Luck Can Be Engineered
“You never know what worse luck your bad luck has saved you from.” — Cormac McCarthy
Some people are very good at getting lucky.
But they aren’t actually lucky.
Instead, they engineer their luck.
You, too, can engineer more luck by taking emotion out of the equation, taking calculated risks, minimizing your exposure, and focusing on skills.
In the book All in Startup: Launching a New Idea When Everything is On the Line, by Diana Kander, there is a chapter titled “ Luck Can Be Engineered If You Take Emotion Out of the Equation.” In that chapter, Kander shares some powerful insight into how you can design more luck in your life.
Take Calculated Risks
Don’t go “all in.” Know the odds, and find ways to stack them in your favor, by taking calculated risks, and minimizing your exposure. The bigger the risk, the harder the fall.
“But it wasn’t just luck. He knew that. Owen thought back to his conversation with Sam about slot machines versus poker. He was taking very calculated risks, minimizing his potential exposure on hands, and continuously analyzing his chances in a hand based on new information.”
What are the Odds of Moving Forward
Ignoring what you already put into it, Is it a smart move now? The sunk cost fallacy is a term used to describe poor decision making in business, gambling, and politics. It leads to throwing good money after bad.
The sunk cost fallacy or “escalation of commitment“, is a phenomenon where you justify increased investment in a decision, based on your cumulative prior investment.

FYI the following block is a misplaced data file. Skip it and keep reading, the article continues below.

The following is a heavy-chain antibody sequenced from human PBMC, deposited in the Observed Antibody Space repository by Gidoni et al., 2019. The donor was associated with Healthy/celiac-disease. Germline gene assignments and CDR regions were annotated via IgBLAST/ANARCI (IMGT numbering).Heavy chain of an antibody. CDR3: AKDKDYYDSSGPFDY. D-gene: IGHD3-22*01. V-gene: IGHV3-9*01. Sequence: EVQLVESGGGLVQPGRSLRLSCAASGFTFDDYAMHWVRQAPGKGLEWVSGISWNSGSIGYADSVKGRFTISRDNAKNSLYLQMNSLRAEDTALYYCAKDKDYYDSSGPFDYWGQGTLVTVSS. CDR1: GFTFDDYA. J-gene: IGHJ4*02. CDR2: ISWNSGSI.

You have to look at the cost, starting today, right now, of continuing the decision and whether the new cost would outweigh the expected benefit.
“Owen wasn’t worrying about money already committed to a hand, he was thinking about his odds moving forward. He wasn’t gambling. He was excelling at a game of skill because he minimized his risks and, yeah, gotten lucky a time or two. But he also was able to make sure his losses didn’t cripple him. “
Reduce It to Skill
Take gambling out of the equation and reduce it to skill. Gamblers get lucky, but skill outlasts luck in the long run.
“Now, though, guys like 10-gallon hat cowboy would be very few and far between. There were virtually no gamblers left. The vast majority of the 244 players remaining were extremely skilled, and by the end of today, their number would dwindle to 85.”
So, are you feeling lucky?
Then, it’s lucky you found this article, huh?
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Image by Artortem.